Monday, August 10, 2020

Neural Control and Coordination - Notes | Class 11 | Part 2: Generation and Conduction of Nerve Impulse



Impulse transmission is electrochemical. It has 3 steps:
1. Maintenance of resting membrane potential 

Neural membrane contains various selectively permeable ion channels.

In a resting neuron (neuron not conducting impulse), the axonal membrane is more permeable to K+ ions and nearly impermeable to Na+ ions. Also, the membrane is impermeable to negatively charged proteins in axoplasm.

Therefore, concentration of K+ and –vely charged proteins in axoplasm is high and concentration of Na+ is low.

The fluid outside the axon contains low concentration of K+ and high concentration of Na+. This forms an ionic or concentration gradient across resting membrane.

The ionic gradients are maintained by the active transport of ions by the Na-K pump. It transports 3 Na+ outwards for 2 K+ into the cell. As a result, the outer surface becomes positively charged and inner surface becomes negatively charged (i.e, polarized).

The electrical potential difference across the resting plasma membrane is called as the resting potential.
2. Action Potential 

When a stimulus is applied, the membrane at the site A becomes permeable to Na+. This causes rapid influx of Na+ and reversal of the polarity at that site (outer negative and inner positive). It is called depolarization.

The electrical potential difference during depolarization across the plasma membrane is called action potential (a nerve impulse).

3. Propagation of action potential 

At sites ahead (site B), outer surface is positive and inner surface is negative. As a result, a current flows on the inner surface from site A to site B.

On the outer surface, current flows from site B to site A to complete the circuit. Hence, the polarity is reversed and action potential is generated at site B. i.e., action potential at site A arrives at site B.

The sequence is repeated along the axon and the impulse is conducted.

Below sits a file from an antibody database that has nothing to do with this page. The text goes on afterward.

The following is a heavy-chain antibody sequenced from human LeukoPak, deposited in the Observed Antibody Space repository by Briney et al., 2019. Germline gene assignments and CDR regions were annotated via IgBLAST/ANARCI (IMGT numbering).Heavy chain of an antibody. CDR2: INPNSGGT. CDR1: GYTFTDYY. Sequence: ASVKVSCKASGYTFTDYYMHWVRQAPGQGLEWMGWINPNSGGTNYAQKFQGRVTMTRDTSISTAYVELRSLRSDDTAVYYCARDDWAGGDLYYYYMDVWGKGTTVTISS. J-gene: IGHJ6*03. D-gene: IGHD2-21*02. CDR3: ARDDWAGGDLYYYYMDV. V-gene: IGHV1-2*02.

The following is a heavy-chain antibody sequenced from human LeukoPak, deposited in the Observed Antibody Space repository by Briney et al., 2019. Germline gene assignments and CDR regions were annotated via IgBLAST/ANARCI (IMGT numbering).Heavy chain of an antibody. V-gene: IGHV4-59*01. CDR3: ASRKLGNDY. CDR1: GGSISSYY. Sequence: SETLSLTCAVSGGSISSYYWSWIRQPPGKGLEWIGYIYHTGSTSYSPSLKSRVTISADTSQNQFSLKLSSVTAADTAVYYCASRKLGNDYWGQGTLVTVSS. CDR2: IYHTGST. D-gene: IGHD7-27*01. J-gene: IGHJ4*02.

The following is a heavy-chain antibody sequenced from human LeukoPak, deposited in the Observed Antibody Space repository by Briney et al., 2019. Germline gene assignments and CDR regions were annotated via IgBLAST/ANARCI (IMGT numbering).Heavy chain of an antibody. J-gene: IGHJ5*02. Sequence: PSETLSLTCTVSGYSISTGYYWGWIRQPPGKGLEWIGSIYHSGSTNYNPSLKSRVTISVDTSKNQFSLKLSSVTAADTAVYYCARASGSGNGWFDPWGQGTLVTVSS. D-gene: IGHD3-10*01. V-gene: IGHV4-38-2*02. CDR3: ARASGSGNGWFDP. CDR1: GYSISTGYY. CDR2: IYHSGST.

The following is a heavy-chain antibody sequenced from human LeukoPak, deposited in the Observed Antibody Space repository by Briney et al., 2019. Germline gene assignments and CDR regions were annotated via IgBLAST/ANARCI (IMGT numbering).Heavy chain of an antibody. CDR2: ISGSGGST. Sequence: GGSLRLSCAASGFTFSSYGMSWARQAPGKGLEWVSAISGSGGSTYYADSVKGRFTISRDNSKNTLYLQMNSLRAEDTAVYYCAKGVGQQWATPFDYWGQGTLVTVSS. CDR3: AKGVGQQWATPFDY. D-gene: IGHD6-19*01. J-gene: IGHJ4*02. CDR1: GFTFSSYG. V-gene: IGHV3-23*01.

The rise in permeability to Na+ is extremely short lived. It is quickly followed by a rise in permeability to K+.

Immediately, K+ diffuses outside the membrane and restores the resting membrane. Thus the fibre becomes ready for further stimulation.

Synaptic transmission of impulses 

Synapse is a functional junction between two neurons.

It is 2 types: Electrical & Chemical.

1. Electrical synapses 

In this, the membranes of pre- and post-synaptic neurons are in close proximity. So impulse transmission is similar to the transmission along an axon.

Impulse transmission is faster than in chemical synapse.

Electrical synapses are very rare in human system.

2. Chemical synapses 

In this, there is a fluid filled space (synaptic cleft) between the presynaptic neuron and postsynaptic neuron.

The presynaptic regions have swellings called Synaptic knob (buttons). They contain synaptic vesicles filled with neurotransmitters (acetylcholine or adrenaline).

Impulse transmission through chemical synapse:

Impulse reaches at axon terminal → synaptic vesicles bind on plasma membrane → release of neurotransmitter → It diffuses across synaptic cleft → combine with receptors on the post synaptic membrane → opening of ion channels allowing entry of ions → generates action potential. 

This action potential may be excitatory or inhibitory.

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